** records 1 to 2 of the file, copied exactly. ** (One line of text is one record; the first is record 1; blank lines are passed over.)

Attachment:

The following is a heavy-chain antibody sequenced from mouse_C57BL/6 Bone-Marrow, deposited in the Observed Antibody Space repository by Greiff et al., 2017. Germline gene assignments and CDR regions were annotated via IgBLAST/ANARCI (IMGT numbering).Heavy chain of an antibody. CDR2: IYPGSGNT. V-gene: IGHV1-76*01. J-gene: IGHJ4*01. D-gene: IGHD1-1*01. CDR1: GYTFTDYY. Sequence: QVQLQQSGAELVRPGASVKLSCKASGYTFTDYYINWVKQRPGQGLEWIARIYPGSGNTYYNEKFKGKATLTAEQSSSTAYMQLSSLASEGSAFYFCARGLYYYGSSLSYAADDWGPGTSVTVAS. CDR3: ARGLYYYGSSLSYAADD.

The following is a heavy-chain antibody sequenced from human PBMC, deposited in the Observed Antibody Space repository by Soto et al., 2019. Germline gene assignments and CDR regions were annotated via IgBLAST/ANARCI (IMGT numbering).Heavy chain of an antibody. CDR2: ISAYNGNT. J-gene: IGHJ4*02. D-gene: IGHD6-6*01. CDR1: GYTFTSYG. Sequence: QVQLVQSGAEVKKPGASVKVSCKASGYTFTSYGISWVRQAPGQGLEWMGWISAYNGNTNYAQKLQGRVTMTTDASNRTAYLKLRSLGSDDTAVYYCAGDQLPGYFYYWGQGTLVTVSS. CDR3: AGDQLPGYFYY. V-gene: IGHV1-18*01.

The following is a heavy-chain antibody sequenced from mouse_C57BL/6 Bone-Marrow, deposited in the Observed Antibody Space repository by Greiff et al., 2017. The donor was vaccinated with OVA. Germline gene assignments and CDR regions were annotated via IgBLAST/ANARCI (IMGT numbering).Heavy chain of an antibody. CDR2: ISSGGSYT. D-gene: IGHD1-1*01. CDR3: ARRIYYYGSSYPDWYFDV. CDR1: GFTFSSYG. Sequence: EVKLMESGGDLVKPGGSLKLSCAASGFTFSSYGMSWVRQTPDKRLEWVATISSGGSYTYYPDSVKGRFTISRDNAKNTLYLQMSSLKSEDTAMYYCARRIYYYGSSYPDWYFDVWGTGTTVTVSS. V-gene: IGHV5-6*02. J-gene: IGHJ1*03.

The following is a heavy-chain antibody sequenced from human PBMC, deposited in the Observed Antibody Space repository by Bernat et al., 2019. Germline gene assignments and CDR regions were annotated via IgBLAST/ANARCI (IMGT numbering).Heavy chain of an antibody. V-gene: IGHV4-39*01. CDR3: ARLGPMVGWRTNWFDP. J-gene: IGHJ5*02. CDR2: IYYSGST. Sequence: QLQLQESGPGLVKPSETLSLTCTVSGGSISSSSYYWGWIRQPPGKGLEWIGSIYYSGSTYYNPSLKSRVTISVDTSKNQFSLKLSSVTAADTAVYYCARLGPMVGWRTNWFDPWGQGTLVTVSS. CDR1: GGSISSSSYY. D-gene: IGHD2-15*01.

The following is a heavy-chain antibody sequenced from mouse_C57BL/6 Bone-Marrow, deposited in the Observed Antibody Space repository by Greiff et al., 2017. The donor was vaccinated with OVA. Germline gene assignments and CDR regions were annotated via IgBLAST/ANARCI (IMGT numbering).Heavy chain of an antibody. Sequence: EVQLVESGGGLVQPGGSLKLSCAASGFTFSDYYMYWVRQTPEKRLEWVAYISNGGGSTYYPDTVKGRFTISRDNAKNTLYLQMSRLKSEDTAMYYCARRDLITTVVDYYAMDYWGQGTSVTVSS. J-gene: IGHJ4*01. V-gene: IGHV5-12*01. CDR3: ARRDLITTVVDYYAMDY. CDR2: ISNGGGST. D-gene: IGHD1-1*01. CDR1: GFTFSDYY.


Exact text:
The following is a heavy-chain antibody sequenced from mouse_C57BL/6 Bone-Marrow, deposited in the Observed Antibody Space repository by Greiff et al., 2017. Germline gene assignments and CDR regions were annotated via IgBLAST/ANARCI (IMGT numbering).Heavy chain of an antibody. CDR2: IYPGSGNT. V-gene: IGHV1-76*01. J-gene: IGHJ4*01. D-gene: IGHD1-1*01. CDR1: GYTFTDYY. Sequence: QVQLQQSGAELVRPGASVKLSCKASGYTFTDYYINWVKQRPGQGLEWIARIYPGSGNTYYNEKFKGKATLTAEQSSSTAYMQLSSLASEGSAFYFCARGLYYYGSSLSYAADDWGPGTSVTVAS. CDR3: ARGLYYYGSSLSYAADD.

The following is a heavy-chain antibody sequenced from human PBMC, deposited in the Observed Antibody Space repository by Soto et al., 2019. Germline gene assignments and CDR regions were annotated via IgBLAST/ANARCI (IMGT numbering).Heavy chain of an antibody. CDR2: ISAYNGNT. J-gene: IGHJ4*02. D-gene: IGHD6-6*01. CDR1: GYTFTSYG. Sequence: QVQLVQSGAEVKKPGASVKVSCKASGYTFTSYGISWVRQAPGQGLEWMGWISAYNGNTNYAQKLQGRVTMTTDASNRTAYLKLRSLGSDDTAVYYCAGDQLPGYFYYWGQGTLVTVSS. CDR3: AGDQLPGYFYY. V-gene: IGHV1-18*01.